Adrenal Health

adrenal health

Have you heard the term “adrenal fatigue” or been diagnosed with it?  Over the last several years, the medical community has come to realize that this isn’t really the right terminology – the HPA-Axis dysfunction is more appropriate because it involves far more than just the adrenal glands.  

“Adrenal fatigue” can include fatigue or exhaustion believed to be caused by the adrenals wearing out from cortisol imbalance after a history of acute or chronic stress.  Research has shown the problem involves more than just the adrenal glands – and doesn’t always cause fatigue or exhaustion. 

Let’s take a deeper look at adrenal health and HPA axis dysfunction, what the condition means for patients, the symptoms they may be experiencing, how you can test for it, and the treatment options available. 

What is HPA Axis Dysfunction?

It’s important to understand what the HPA axis is and what parts of the body it refers to. 

  • Hypothalamus – part of the brain, located at the base near the pituitary gland, plays an imperative role in regulating hormone production.  These hormones then control various aspects such as body temperature, emotions, appetite, and sleep. The hypothalamus connects the endocrine system to the nervous system.
  • Pituitary Gland – sometimes called the “master gland,” is the center of the endocrine system. It takes signals from the hypothalamus, makes necessary hormones, and directs other glands and organs throughout the body.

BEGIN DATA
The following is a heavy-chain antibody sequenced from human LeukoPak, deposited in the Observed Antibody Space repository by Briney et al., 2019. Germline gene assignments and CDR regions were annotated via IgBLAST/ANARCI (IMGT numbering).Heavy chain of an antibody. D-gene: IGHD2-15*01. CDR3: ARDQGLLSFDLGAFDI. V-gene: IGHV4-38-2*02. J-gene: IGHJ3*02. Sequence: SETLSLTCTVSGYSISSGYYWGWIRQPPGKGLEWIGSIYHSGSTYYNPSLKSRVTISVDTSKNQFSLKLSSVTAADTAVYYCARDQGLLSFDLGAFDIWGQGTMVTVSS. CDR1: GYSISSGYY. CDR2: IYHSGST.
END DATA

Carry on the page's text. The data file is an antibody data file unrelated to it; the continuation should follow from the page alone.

• Adrenal Glands – are located just above the kidneys, are in charge of making necessary hormones such as adrenaline and cortisol.

These three components work together in line to perform many essential functions throughout the body, including the regulation of energy and stress levels, metabolism, and immune response. All work together and rely on each other to function properly. Any imbalances in these systems can cause dysfunction in a wide range of body systems.

High or low levels of hormones can cause wide-ranging effects like: 

  • Fatigue or exhaustion
  • Unexplained weight gain or loss
  • Poor sleep quality (even if you’re sleeping, you don’t wake feeling rested)
  • Trouble sleeping (falling asleep or staying asleep)
  • Poor immune response
  • Difficulty handling and/or managing stress
  • Brain fog (not be able to think clearly or remember things)
  • Difficulty concentrating
  • Increased anxiety
  • Depression
  • Sugar or salt cravings
  • Inflammation
  • Poor circulation
  • Brittle nails (that break easily)
  • Hair loss (sometimes resulting in bald patches)

When things are going well, this axis keeps everything balanced and happy.  However, when we are overworked, overused, and and lacking rest and recovery, we end up running on stress hormones.  

By then, your body is stuck in the fight or flight response. You might feel wired and tired at the same time. You might have an afternoon energy slump. You might lose your appetite but snack all night. You might find you have to write everything down or you’ll forget. You might experience low libido. Or you may find that even when you’re tired, you get a second wind late at night that keeps you up.

It’s truly a vicious cycle.

What Causes HPA Axis Dysfunction?

The most common cause of HPA axis dysfunction is chronic stress – whether emotional, physical, psychological, chemical, or inflammatory.  When the body constantly releases stress hormones, it doesn’t have enough time to relax, rest and rejuvenate. This can occur in the case of chronic stress, emotional trauma, unmanaged anxiety, blood sugar dysregulation, toxin exposures, an imbalanced microbiome, chronic infections, over-exercising, or even poor diet.